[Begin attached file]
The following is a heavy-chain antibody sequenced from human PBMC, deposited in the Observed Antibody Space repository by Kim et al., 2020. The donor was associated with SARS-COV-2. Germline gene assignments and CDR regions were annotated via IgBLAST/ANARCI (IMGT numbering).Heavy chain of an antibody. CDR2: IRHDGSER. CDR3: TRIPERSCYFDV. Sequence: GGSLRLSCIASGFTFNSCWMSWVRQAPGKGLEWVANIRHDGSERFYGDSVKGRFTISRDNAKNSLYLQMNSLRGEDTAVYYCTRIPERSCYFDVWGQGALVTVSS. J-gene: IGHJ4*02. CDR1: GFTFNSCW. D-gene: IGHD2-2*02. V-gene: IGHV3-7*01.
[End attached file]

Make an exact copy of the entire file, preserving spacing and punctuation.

The following is a heavy-chain antibody sequenced from human PBMC, deposited in the Observed Antibody Space repository by Kim et al., 2020. The donor was associated with SARS-COV-2. Germline gene assignments and CDR regions were annotated via IgBLAST/ANARCI (IMGT numbering).Heavy chain of an antibody. CDR2: IRHDGSER. CDR3: TRIPERSCYFDV. Sequence: GGSLRLSCIASGFTFNSCWMSWVRQAPGKGLEWVANIRHDGSERFYGDSVKGRFTISRDNAKNSLYLQMNSLRGEDTAVYYCTRIPERSCYFDVWGQGALVTVSS. J-gene: IGHJ4*02. CDR1: GFTFNSCW. D-gene: IGHD2-2*02. V-gene: IGHV3-7*01.